Stomach ulcers, also known as peptic ulcers, are open defects that develop on the lining of the stomach. They can also occur in other parts of the digestive tract (e.g. duodenum).


These ulcers can cause discomfort and pain and, if left untreated, may lead to complications such as bleeding, perforation, or obstruction. Some ulcers are also cancerous.


Causes and Risk Factors 

The primary cause of stomach ulcers is the imbalance between stomach acid, digestive enzymes, and the protective mucosal lining of the stomach and intestines. Common causes and risk factors for stomach ulcers include:


  1. Helicobacter pylori Infection: The bacterium Helicobacter pylori (H. pylori) is a common cause of stomach ulcers. H. pylori infection can weaken the protective mucosal lining of the stomach and increase the risk of ulcer formation.
  2. Nonsteroidal Anti-Inflammatory Drugs (NSAIDs): Regular use of nonsteroidal anti-inflammatory drugs (NSAIDs) such as aspirin, ibuprofen, or naproxen can irritate the stomach lining and contribute to the development of ulcers.
  3. Excessive Alcohol Consumption: Heavy alcohol consumption can irritate the stomach lining and increase the risk of developing stomach ulcers.
  4. Smoking: Cigarette smoking can weaken the mucosal lining of the stomach and impair the healing of existing ulcers.
  5. Stress: While stress is not a direct cause of stomach ulcers, it can exacerbate existing symptoms and delay the healing process.
  6. Age and Genetics: Older adults and individuals with a family history of stomach ulcers may have an increased risk of developing ulcers.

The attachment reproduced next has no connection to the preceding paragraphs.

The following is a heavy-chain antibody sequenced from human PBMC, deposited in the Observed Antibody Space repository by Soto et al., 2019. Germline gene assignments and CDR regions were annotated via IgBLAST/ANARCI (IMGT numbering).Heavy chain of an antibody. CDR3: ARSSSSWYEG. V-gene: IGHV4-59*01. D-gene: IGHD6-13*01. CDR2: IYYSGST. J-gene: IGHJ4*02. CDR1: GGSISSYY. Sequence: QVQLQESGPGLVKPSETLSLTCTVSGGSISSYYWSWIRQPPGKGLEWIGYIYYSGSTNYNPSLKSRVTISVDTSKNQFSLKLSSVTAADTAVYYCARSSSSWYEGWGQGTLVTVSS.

The symptoms of stomach ulcers can vary depending on the location and severity of the ulcer. Common symptoms may include:

  1. Abdominal Pain: Persistent or intermittent pain in the upper abdomen, often described as a burning or gnawing sensation.
  2. Nausea and Vomiting: Nausea, vomiting, and bloating may occur, particularly after meals or when lying down.
  3. Loss of Appetite: Decreased appetite and unintended weight loss may occur due to discomfort associated with eating.
  4. Indigestion: Symptoms of indigestion, such as belching, bloating, and feelings of fullness, may be present.
  5. Bloody or Dark Stools: In cases of bleeding ulcers, blood may be present in the stool, appearing dark or tarry in color.



Diagnosing stomach ulcers typically involves a combination of medical history assessment, physical examination, and diagnostic tests. Common diagnostic tests may include:

  • Upper Endoscopy: A procedure in which a thin, flexible tube with a camera (endoscope) is passed through the mouth and into the oesophagus, stomach, and duodenum to visualize the lining of the digestive tract and identify ulcers.
  • Laboratory Tests: Blood tests may be performed to check for the presence of H. pylori infection or signs of anemia or bleeding associated with stomach ulcers.



Treatment for stomach ulcers aims to relieve symptoms, promote ulcer healing, and prevent complications. Treatment options may include:

  • Medications: Medications such as proton pump inhibitors (PPIs), histamine H2-receptor antagonists and antibiotics may be prescribed to reduce stomach acid production, neutralize acid, eradicate H. pylori infection, and promote ulcer healing.
  • Antacids: Over-the-counter antacids may be used to provide temporary relief from symptoms of indigestion and heartburn associated with stomach ulcers.
  • Lifestyle Modifications: Making changes to diet and lifestyle habits, such as avoiding NSAIDs, reducing alcohol consumption, quitting smoking, and managing stress, can help prevent ulcer recurrence and promote healing.
  • Surgery: In rare cases of severe or complicated stomach ulcers, surgical intervention may be necessary to repair the ulcer, remove damaged tissue, or control bleeding. Cancerous ulcers are treated as per the principles of treatment of stomach cancer.
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